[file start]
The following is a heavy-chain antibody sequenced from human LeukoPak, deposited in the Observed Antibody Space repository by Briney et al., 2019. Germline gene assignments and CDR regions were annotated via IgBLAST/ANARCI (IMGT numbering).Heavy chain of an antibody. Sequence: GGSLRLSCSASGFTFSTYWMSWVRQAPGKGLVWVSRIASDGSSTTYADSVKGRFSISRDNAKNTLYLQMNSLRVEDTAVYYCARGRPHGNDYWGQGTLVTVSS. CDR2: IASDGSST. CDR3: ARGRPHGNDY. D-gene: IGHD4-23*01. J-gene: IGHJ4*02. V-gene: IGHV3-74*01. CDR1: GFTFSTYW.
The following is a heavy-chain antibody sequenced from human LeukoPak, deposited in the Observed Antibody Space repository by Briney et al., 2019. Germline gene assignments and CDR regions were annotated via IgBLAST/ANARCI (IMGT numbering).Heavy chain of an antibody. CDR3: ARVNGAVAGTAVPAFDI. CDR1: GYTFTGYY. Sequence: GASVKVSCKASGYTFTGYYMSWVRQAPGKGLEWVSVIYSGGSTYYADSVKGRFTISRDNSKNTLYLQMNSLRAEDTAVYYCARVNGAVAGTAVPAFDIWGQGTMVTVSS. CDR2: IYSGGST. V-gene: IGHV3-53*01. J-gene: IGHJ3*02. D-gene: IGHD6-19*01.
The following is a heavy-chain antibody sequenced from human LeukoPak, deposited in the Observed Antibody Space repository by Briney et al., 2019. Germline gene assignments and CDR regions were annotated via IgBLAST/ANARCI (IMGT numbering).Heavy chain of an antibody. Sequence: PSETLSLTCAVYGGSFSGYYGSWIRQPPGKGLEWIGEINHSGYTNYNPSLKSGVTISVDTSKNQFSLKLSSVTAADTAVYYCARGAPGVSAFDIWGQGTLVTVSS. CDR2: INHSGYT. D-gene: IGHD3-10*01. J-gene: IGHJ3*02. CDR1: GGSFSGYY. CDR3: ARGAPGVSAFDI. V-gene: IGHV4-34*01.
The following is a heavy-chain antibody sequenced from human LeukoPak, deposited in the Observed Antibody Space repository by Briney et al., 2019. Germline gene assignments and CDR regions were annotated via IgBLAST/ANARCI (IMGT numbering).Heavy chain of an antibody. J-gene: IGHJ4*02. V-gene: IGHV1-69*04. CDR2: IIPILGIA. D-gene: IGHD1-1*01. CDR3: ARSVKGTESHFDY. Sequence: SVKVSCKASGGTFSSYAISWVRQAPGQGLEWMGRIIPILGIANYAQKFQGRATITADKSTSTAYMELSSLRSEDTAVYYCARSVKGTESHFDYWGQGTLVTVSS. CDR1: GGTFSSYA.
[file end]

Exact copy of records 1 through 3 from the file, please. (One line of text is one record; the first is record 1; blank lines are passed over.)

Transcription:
The following is a heavy-chain antibody sequenced from human LeukoPak, deposited in the Observed Antibody Space repository by Briney et al., 2019. Germline gene assignments and CDR regions were annotated via IgBLAST/ANARCI (IMGT numbering).Heavy chain of an antibody. Sequence: GGSLRLSCSASGFTFSTYWMSWVRQAPGKGLVWVSRIASDGSSTTYADSVKGRFSISRDNAKNTLYLQMNSLRVEDTAVYYCARGRPHGNDYWGQGTLVTVSS. CDR2: IASDGSST. CDR3: ARGRPHGNDY. D-gene: IGHD4-23*01. J-gene: IGHJ4*02. V-gene: IGHV3-74*01. CDR1: GFTFSTYW.
The following is a heavy-chain antibody sequenced from human LeukoPak, deposited in the Observed Antibody Space repository by Briney et al., 2019. Germline gene assignments and CDR regions were annotated via IgBLAST/ANARCI (IMGT numbering).Heavy chain of an antibody. CDR3: ARVNGAVAGTAVPAFDI. CDR1: GYTFTGYY. Sequence: GASVKVSCKASGYTFTGYYMSWVRQAPGKGLEWVSVIYSGGSTYYADSVKGRFTISRDNSKNTLYLQMNSLRAEDTAVYYCARVNGAVAGTAVPAFDIWGQGTMVTVSS. CDR2: IYSGGST. V-gene: IGHV3-53*01. J-gene: IGHJ3*02. D-gene: IGHD6-19*01.
The following is a heavy-chain antibody sequenced from human LeukoPak, deposited in the Observed Antibody Space repository by Briney et al., 2019. Germline gene assignments and CDR regions were annotated via IgBLAST/ANARCI (IMGT numbering).Heavy chain of an antibody. Sequence: PSETLSLTCAVYGGSFSGYYGSWIRQPPGKGLEWIGEINHSGYTNYNPSLKSGVTISVDTSKNQFSLKLSSVTAADTAVYYCARGAPGVSAFDIWGQGTLVTVSS. CDR2: INHSGYT. D-gene: IGHD3-10*01. J-gene: IGHJ3*02. CDR1: GGSFSGYY. CDR3: ARGAPGVSAFDI. V-gene: IGHV4-34*01.